Some Israeli commentators said the al-Talal raid was a sharp escalation in Israel’s intermittent air campaign — nearly 100 strikes since 2012 — aimed mainly at destroying advanced arms shipments to Hezbollah.

In recent weeks, Israel has repeatedly claimed that Iran is building underground precision missile factories for Hezbollah in Syria and even Lebanon itself, in effect establishing a high-tech arms industry for the powerful Shia movement, a key component of Tehran’s territorial expansion.

Ed Blanche has covered Middle East affairs since 1967. He is the Arab Weekly analyses section editor.

Copyright ©2017 The Arab Weekly

 

Turkey says not reassured by US comments on border force

Trump dashes Netanyahu’s hope to move US embassy to Jerusalem

IS poses threat to Iraq one month after 'liberation'

Britain to put women at heart of peace work in Iraq, Nigeria, South Sudan

Bitcoin appeal beats ban and warnings in Jordan

UN chief wants to revive Syria gas attack probe

US has no intention to build border force in Syria

Lebanese intelligence service may be spying using smartphones worldwide

Egypt's Sisi sacks intelligence chief

Cyprus denies bail for Israeli organ trafficker

Rising Yemen currency sparks hopes of relief

Turkish ministries to investigate underage pregnancy cover-up

Iraq PM launches online appeal for election allies

Iran central bank sees claim for billions from German stock market blocked

Iraq signs deal with BP to develop Kirkuk oil fields

Israeli occupation forces raid Jenin, kill Palestinian

HRW chief says 'Nobody should be forcibly returned to Libya'

Seven years since ousting dictator, Tunisians still protest

Iran says Trump jeopardising Airbus deals

China says Iranian oil tanker wreck located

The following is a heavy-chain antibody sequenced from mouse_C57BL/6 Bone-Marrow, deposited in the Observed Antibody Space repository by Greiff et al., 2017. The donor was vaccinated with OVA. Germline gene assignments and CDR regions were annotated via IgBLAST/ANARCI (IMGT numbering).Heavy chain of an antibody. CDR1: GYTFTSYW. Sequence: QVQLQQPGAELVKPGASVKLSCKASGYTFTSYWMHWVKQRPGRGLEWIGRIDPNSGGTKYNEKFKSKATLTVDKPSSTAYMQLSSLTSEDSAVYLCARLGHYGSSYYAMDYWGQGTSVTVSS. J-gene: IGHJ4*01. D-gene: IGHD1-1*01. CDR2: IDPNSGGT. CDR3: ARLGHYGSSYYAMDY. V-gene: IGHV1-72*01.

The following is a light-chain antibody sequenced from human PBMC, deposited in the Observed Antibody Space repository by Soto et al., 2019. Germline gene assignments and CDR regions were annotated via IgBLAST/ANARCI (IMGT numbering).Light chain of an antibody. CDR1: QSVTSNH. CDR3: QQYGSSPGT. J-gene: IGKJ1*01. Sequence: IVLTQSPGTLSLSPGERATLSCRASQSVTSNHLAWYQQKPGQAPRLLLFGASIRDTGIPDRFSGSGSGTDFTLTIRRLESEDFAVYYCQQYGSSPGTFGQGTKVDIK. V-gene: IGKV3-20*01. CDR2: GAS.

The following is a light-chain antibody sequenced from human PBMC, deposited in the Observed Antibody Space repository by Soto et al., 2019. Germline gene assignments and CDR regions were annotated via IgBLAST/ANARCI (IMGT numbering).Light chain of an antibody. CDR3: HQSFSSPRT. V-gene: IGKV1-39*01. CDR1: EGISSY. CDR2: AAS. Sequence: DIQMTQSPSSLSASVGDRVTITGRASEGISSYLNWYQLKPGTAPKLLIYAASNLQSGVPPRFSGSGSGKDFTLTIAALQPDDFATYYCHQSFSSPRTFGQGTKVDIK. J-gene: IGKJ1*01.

Sudan arrests communist leader after protests

Syrian opposition joins condemnation of US 'border force'

Israeli judge detains teen until trial for viral ‘slap video’

Arab league slams US freeze of Palestinian funding

Dubai billionaire to sell 15 percent Damac stake

Saudi to give Yemen government $2bn bailout

US withholds $65 million from UN agency for Palestinians

Saudi Arabia intercepts new Yemen rebel missile attack

Syria Kurds vow to cleanse enclave from Turkish 'scourges'

Israeli police find missing Briton’s belongings in desert

Algeria gas plant workers mark five years since jihadist siege

UN says over 5000 children killed or injured in Yemen war

European leaders’ response to Iran protests raises questions

Erdogan to visit Pope Francis next month

Iran slams US-backed 'border security force' in Syria

Palestinian suspension of Israel recognition unlikely for now

Jordan to hike fuel, bread prices

Yemen rebels free journalist detained since August

Palestinian reconciliation brings no change for Gazans

Sudan police use force, tear gas against protesters

Both hardliners and moderates have failed Iranians

Erdogan says Turkish military op in Syria's Afrin to be supported by rebels

UAE to lodge complaint over Qatar flight 'interception'

UN says 22 million Yemenis in need of aid

Minorities in north Iraq look to post-jihadist future